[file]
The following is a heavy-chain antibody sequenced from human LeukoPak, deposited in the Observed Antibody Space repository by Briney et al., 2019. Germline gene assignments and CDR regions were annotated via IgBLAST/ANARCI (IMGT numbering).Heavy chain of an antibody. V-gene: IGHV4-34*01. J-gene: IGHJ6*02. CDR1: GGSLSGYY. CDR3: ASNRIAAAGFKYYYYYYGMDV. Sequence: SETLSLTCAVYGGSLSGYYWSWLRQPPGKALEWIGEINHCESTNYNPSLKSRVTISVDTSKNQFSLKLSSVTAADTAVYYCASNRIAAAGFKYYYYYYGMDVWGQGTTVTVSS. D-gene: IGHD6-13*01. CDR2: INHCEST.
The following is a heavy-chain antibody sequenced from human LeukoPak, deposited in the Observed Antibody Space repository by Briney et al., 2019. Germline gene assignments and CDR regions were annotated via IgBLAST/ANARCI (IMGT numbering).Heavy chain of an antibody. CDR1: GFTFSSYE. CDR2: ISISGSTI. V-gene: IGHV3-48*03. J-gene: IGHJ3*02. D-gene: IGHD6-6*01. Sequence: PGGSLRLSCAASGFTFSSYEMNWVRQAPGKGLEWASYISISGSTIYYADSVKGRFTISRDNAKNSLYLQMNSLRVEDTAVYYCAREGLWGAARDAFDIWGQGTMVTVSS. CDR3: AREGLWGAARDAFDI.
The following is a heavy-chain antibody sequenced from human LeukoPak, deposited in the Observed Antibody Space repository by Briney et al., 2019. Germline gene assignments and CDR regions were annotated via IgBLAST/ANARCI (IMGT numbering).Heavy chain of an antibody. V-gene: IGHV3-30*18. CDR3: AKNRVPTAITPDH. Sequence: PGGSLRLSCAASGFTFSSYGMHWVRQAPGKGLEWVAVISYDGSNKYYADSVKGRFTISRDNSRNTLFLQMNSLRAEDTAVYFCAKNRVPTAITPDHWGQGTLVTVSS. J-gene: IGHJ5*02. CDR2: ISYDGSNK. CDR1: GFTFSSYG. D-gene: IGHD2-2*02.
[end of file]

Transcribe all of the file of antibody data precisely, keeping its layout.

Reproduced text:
The following is a heavy-chain antibody sequenced from human LeukoPak, deposited in the Observed Antibody Space repository by Briney et al., 2019. Germline gene assignments and CDR regions were annotated via IgBLAST/ANARCI (IMGT numbering).Heavy chain of an antibody. V-gene: IGHV4-34*01. J-gene: IGHJ6*02. CDR1: GGSLSGYY. CDR3: ASNRIAAAGFKYYYYYYGMDV. Sequence: SETLSLTCAVYGGSLSGYYWSWLRQPPGKALEWIGEINHCESTNYNPSLKSRVTISVDTSKNQFSLKLSSVTAADTAVYYCASNRIAAAGFKYYYYYYGMDVWGQGTTVTVSS. D-gene: IGHD6-13*01. CDR2: INHCEST.
The following is a heavy-chain antibody sequenced from human LeukoPak, deposited in the Observed Antibody Space repository by Briney et al., 2019. Germline gene assignments and CDR regions were annotated via IgBLAST/ANARCI (IMGT numbering).Heavy chain of an antibody. CDR1: GFTFSSYE. CDR2: ISISGSTI. V-gene: IGHV3-48*03. J-gene: IGHJ3*02. D-gene: IGHD6-6*01. Sequence: PGGSLRLSCAASGFTFSSYEMNWVRQAPGKGLEWASYISISGSTIYYADSVKGRFTISRDNAKNSLYLQMNSLRVEDTAVYYCAREGLWGAARDAFDIWGQGTMVTVSS. CDR3: AREGLWGAARDAFDI.
The following is a heavy-chain antibody sequenced from human LeukoPak, deposited in the Observed Antibody Space repository by Briney et al., 2019. Germline gene assignments and CDR regions were annotated via IgBLAST/ANARCI (IMGT numbering).Heavy chain of an antibody. V-gene: IGHV3-30*18. CDR3: AKNRVPTAITPDH. Sequence: PGGSLRLSCAASGFTFSSYGMHWVRQAPGKGLEWVAVISYDGSNKYYADSVKGRFTISRDNSRNTLFLQMNSLRAEDTAVYFCAKNRVPTAITPDHWGQGTLVTVSS. J-gene: IGHJ5*02. CDR2: ISYDGSNK. CDR1: GFTFSSYG. D-gene: IGHD2-2*02.